Today, we begin a special series of reports: "Inside Cuba - Reporter's Notebook."
As 80-year-old Cuban President Fidel Castro remains largely out of the public eye, recuperating from unspecified intestinal surgery that sidelined him in July, the island is being ruled on an acting basis by his brother Raul, who is also Cuba's defense minister.
Because Cuban authorities have restricted access to the island by U.S.-based television journalists, a video crew that regularly contributes material to VOA has just completed a 10-day, unofficial assignment in Cuba. While there, the crew gathered material and spoke to many average Cubans about their hopes and fears for the future. To protect the identities of those who spoke to the crew, we will not show their faces nor provide any images that could endanger them. We also are withholding the names of the crew, in a further effort to protect those who expressed their opinions.
Here is the first of our series of reports, in which the reporter takes a look at Havana and spoke with some of its residents.
It is impossible to visit Cuba and not be struck by the island's extraordinary beauty.
Just 150 kilometers off the U.S. coast, it is also impossible to visit Cuba and not be struck by its extensive poverty.
Much of downtown Havana is literally crumbling -- the facades of its Spanish colonial buildings showing the signs of decades of disrepair.
And its people are struggling too... earning the equivalent of around $10 U.S. a month -- an amount that is supposed to cover their basic necessities under the communist system. Cubans have access to state-sponsored education and health care -- factors United Nations studies say have given Cuba one of the highest literacy and life expectancy rates in the developing world.
Yet, in many ways, most Cubans live like some of the poorest people in Latin America. This is evident on the streets of the Cuban capital, where there appears to be large-scale joblessness despite government claims of full-employment.
The island has been in communist hands since 1959, when the Cuban Revolution swept Fidel Castro to power. But today Mr. Castro is ailing, and he is only seen in very occasional video footage shown to the public on state-run Cuban television.
The sudden disappearance from view of the man who -- until recently -- embodied the Cuban government has caused worry and uncertainty among many of the island's citizens.
One man told us he thinks his country is frozen in time. "I think that this country is in a freeze. A freeze in time, in the development, in everything".
We went to the "Plaza de la Revolucion" in the center of Havana. It is the place where Fidel Castro often presided over pro-government demonstrations and gave lengthy, inspirational speeches.
Today, Mr. Castro's seat in the Plaza is empty, and a bystander wonders what will come next. "I think this country can change, but it's going to take too much time. Twenty years maybe. People continue living the same way as 50 years ago."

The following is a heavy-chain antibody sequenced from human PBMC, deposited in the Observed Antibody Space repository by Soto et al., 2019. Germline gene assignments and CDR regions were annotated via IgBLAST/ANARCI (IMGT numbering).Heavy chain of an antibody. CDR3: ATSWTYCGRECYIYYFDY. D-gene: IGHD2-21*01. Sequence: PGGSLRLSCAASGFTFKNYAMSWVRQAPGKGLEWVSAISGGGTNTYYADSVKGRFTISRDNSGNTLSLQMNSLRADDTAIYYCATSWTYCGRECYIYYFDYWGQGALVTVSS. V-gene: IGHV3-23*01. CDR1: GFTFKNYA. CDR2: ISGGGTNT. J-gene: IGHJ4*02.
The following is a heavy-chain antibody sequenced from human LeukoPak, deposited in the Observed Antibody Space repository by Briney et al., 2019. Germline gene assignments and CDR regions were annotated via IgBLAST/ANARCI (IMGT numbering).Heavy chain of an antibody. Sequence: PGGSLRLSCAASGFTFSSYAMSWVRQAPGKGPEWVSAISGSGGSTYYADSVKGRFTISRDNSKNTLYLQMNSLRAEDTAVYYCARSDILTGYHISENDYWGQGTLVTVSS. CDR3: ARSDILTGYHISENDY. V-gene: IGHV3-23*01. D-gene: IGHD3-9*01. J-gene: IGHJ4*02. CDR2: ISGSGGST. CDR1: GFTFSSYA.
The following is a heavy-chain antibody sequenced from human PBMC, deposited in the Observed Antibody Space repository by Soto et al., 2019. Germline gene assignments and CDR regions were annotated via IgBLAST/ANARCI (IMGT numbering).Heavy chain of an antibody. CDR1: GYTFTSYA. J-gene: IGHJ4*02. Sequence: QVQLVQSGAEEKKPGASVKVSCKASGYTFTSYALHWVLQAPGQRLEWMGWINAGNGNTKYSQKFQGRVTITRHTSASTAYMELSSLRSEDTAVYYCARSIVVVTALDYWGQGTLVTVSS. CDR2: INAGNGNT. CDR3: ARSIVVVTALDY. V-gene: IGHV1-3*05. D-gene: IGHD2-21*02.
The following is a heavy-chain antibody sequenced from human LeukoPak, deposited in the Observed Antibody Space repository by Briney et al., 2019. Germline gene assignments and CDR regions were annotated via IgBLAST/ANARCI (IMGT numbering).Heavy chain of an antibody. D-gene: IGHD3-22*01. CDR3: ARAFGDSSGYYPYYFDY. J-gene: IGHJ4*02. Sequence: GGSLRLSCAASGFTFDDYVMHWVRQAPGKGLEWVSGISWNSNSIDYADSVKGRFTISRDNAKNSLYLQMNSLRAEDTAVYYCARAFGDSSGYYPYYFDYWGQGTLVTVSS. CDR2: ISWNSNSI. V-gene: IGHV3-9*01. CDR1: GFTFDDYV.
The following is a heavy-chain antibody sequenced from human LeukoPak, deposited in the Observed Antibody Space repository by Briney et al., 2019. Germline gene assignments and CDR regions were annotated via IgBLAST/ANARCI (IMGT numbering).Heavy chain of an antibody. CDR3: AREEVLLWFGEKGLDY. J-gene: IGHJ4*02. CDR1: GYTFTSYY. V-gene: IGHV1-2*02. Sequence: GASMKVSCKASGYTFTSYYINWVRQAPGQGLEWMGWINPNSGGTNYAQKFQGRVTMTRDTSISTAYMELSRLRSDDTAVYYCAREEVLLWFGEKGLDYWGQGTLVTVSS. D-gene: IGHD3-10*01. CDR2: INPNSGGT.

One thing that has not changed is rationing. A woman shows us her ration book, which allows her, like all other Cubans, to buy limited stocks of food at government-run stores. Ten eggs a month, two kilos of sugar, half a kilo of chicken, a bar of soap, and every day just one bread roll -- part of the basket of staples that Cubans are legally permitted to purchase at subsidized prices.
It is a system so controlled, that it leaves many Cubans eking out a monthly existence -- unable to afford a new pair of western-made shoes, or any of the other relatively upscale goods that are not sold for pesos, but only for Cuba's second, officially "convertible" currency.
The only way of earning that convertible currency is by securing a highly sought-after job working with western tourists, trading on the black market, or relying on U.S. dollar remittances from family members who have fled Cuba's shores for the United States.
To be sure, some Cubans find ways of making life enjoyable.
And Cuban television is invariably on hand to record those moments and transmit them to the entire island. The cameras were rolling when one group of children took part in a dance competition on Havana's streets.
The country's national pastime -- baseball -- is also a regular fixture on the Cuban airwaves. Even star players earn a monthly salary equivalent to $20 U.S. for talent that earns a handful of defectors millions on the other side of the Florida Straits.
But baseball, like everything else on the island, is run along Soviet-style, centrally-planned economic lines. Some of the sport's fans crave change, but still don't entirely expect it. One man expressed it this way: "This is a very strong system, you know. It has been built stone by stone, control and control. It's very difficult that it will collapse because it is very strong. But I don't like it all, this system, it's completely dead".
The Cuban economy is increasingly reliant on support from the country's political friends: primarily, Venezuela. Tankers carrying oil, food and consumer goods dock in Havana on an almost daily basis.
Also arriving here constantly: tourists from Canada, Europe and Latin America.
Varadero, 140 kilometers from Havana, is the largest resort in the Caribbean. Its golf courses, beaches and modern, European-financed hotels are proving popular with visitors who provide the island with urgently needed foreign currency.
But the vast majority of Cubans experience little benefit from the development of the tourism sector.
And as the sun sets on Fidel Castro's time in power, many of them say they want to see rapid change on the island. But they are uncertain whether its communist rulers can deliver it.